Doran, P.T., Fritsen, C.H., Murray, A.E., Kenig, F., McKay, C.P., & Kyne, J.D. 2008. Entry approach into pristine ice-sealed lakes – Lake Vida, East Antarctica, a model ecosystem. Limnol. Oceanogr. Methods, 6, 542-547.

Marion, G. 2007. Adapting molar data (without density) for molal models. Computers & Geosciences, 33, 829-834.

Mosier, A., Murray, A., & Fritsen, C. 2007. Microbiota within the perennial ice cover of Lake Vida, Antarctica. FEMS Microbiol. Ecol., 59(2), 274-288.

Doran, P.T., Fritsen, C.H., McKay, C.P., Priscu, J.C., & Adams, E.E. 2003. Formation and character of an ancient 19-m ice cover and underlying trapped brine in an “ice-sealed” east Antarctic lake. Proc. Natl. Acad. Sci., 100(1), 26-31.

Lake Vida Presentations

Murray, AE. The Microbiology of Antarctica’s Lake Vida. National Academy Committee on Astrobiology and Planetary Sciences, Washington DC. March 2013.

Trubl, G, E Kuhn, A Ichimura, C Fritsen, M Madigan, AE Murray. Biogeochemistry and genetic potential related to denitfrification of heterotrophic Bacteriaisolated from Lake Vida brine.  AGU Fall Meeting, San Francisco, CA, Dec 2012.

Kuhn, E., AE Murray, H Dugan, AS Ichimura, R Edwards, V Peng, CH Fritsen, F Kenig, S Young, PT Doran. Microbial life in the iron-rich, anoxic cryobrine of Lake Vida, Antarctica.  SCAR Open Science Conference, Portland OR, July, 2012.

Ostrom, NE, AE Murray, G Trubl, E Kuhn.  The enigmatic nitrogen biogeochemistry of Lake Vida, an isolated brine cryoecosystem.  International Symposium on Isotopmers, Washington DC, June, 2012.

Trubl, G, E Kuhn, N Ostrom, AE Murray. Denitrification in microorganisms isolated from ice-sealed Lake Vida brine. 56th Annual Meeting of the Arizona-Nevada Academy of Science, Glendale AZ, April, 2012.

Kuhn, E, AE Murray, CH Fritsen, FE Lofffler, P Doran. Addressing the Lake Vida cryobrine microbial community lifestyle: “Omics’ approaches to survey biogeochemical processes of a salty, freezing, ice-sealed ecosystem. AbSciCon, Atlanta, GA, Apr 2012.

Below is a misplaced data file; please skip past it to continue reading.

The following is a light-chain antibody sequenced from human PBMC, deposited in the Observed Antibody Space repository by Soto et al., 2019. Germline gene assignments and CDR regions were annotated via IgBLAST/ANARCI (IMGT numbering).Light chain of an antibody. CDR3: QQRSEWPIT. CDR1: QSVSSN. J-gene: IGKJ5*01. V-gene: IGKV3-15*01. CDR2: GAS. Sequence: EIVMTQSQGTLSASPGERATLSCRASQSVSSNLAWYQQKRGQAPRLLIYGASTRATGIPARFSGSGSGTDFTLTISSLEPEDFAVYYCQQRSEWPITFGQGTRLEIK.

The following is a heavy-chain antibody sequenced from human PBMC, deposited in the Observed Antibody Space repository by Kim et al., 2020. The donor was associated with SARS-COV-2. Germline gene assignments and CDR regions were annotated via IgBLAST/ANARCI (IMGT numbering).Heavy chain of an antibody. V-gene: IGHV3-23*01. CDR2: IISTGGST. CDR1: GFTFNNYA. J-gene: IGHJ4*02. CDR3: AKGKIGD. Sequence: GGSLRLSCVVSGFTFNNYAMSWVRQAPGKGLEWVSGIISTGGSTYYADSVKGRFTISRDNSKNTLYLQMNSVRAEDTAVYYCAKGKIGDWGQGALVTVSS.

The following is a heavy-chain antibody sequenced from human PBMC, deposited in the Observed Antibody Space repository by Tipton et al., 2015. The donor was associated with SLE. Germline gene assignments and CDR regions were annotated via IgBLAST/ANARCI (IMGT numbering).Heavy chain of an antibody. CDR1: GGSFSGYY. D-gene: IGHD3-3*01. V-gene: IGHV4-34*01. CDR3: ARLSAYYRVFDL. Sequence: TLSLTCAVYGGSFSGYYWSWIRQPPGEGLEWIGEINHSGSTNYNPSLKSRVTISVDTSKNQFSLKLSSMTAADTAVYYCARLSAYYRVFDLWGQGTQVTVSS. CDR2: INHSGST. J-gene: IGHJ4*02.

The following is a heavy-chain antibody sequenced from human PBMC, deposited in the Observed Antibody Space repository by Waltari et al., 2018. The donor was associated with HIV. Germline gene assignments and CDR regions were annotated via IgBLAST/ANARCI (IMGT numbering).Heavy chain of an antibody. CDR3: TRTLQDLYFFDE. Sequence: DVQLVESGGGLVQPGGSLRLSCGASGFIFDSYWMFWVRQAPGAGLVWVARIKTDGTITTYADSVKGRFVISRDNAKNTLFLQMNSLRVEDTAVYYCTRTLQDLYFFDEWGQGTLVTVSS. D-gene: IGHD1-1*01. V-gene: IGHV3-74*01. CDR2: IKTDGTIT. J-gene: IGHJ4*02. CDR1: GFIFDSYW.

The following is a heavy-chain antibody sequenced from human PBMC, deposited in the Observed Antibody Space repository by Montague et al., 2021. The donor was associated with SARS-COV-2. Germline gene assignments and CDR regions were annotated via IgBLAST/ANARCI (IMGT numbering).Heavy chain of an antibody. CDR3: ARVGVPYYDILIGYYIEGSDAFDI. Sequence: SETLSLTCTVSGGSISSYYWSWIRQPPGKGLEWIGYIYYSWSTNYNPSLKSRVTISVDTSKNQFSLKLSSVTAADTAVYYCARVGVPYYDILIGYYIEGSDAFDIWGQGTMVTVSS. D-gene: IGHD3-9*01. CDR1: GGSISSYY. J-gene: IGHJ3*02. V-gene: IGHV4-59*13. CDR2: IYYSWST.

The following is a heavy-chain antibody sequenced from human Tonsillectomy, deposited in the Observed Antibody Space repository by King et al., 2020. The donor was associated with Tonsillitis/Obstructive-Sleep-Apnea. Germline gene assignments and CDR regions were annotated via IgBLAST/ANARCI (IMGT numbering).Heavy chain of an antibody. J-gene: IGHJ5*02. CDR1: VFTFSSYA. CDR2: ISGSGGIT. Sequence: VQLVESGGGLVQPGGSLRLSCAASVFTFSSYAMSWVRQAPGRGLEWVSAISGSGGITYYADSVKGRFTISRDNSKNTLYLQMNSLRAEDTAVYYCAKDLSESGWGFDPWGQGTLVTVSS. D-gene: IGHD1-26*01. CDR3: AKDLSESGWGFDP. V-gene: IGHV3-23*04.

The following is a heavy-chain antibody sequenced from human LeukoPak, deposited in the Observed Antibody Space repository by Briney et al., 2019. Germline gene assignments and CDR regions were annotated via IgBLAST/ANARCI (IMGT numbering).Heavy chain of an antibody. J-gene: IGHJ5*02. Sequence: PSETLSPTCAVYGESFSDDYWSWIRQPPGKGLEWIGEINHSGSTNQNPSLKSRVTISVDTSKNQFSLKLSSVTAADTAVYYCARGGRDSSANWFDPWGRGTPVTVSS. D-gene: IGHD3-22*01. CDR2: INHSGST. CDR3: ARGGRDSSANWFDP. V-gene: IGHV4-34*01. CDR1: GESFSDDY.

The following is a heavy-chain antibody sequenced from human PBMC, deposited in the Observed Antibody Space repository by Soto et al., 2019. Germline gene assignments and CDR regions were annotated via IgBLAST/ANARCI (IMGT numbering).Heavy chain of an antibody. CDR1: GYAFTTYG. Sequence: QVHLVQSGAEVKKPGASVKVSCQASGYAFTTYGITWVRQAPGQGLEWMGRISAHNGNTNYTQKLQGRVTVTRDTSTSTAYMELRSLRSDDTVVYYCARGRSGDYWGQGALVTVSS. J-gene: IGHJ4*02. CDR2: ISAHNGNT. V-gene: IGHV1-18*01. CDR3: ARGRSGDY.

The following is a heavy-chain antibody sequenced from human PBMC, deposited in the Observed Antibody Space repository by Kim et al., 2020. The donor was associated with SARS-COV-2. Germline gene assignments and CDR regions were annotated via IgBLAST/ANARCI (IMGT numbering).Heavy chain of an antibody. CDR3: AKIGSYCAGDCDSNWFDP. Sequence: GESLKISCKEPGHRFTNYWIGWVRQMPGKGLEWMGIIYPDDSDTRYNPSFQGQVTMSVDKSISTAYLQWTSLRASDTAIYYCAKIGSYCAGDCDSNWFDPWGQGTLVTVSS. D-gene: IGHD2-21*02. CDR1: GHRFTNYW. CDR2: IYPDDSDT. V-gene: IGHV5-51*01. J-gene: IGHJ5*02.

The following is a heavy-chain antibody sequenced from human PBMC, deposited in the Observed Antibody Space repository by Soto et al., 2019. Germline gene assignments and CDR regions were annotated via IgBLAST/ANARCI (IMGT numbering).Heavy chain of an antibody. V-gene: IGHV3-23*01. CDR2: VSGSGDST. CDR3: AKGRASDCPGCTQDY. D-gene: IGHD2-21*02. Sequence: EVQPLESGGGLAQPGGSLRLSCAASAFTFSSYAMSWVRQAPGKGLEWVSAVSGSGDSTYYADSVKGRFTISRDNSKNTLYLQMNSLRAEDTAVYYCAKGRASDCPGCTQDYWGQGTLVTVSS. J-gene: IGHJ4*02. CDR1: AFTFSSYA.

Murray, AE, NE Ostrom, BT Glazer, CP McKay, F Kenig, F Löffler, CH Frisen, PT Doran. Stable isotopic signatures in the isolated brine cryoecosystem of Lake Vida reveal evidence of both abiotic and biotic processes. AGU Fall meeting San Francisco,CA, Dec 2011.

Kuhn, E, A Ichimura, V Peng, C Fritsen, AE Murray. Characterization of theabundant < 0.2 mm cell-like particles inhabiting Lake Vida brine, McMurdo Dry Valleys, Antarctica. AGU Fall Meeting, San Francisco, CA, Dec 2011. 

Dugan, H, PT Doran, CH Fritsen, F Kenig, AE Murray, S Arcone. A 26 m ice cover on Lake Vida, Antarctica. AGU Fall meeting, San Francisco, CA, Dec 2011

Murray, AE. Exploring the Lake Vida brine microbial community – a window into diversity , adaptation and processes in extreme cold. DOE Joint Genome Institute, November, 2011.

Murray, AE. Cryobrines of Lake Vida – detecting life on the edge. Applied and Environmental Microbiology Gordon Research Conference, Mt. Holyoke, MA,July 2011.

Murray, AE. Microbe Planet: Life on Earth, Extreme Environments, and Astrobiology. Tahoe Center for Environmental Sciences/Squaw Valley Institute, September, 2010.

Murray, AE and K Hand. Astrobiology of Icy Worlds.  NASA Space grant meeting, Reno, NV, Sept 2009

0 0 1 21 120 DRI 1 1 140 14.0 Normal 0 false false false EN-US JA X-NONE Murray, AE. Life in the ice cover and underlying cold brine of Lake Vida, Antarctica. Goldschmidt Meeting, Davos, Switzerland, June, 2009.   


Alison Murray, Ph.D.


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Earth & Ecosystem Sciences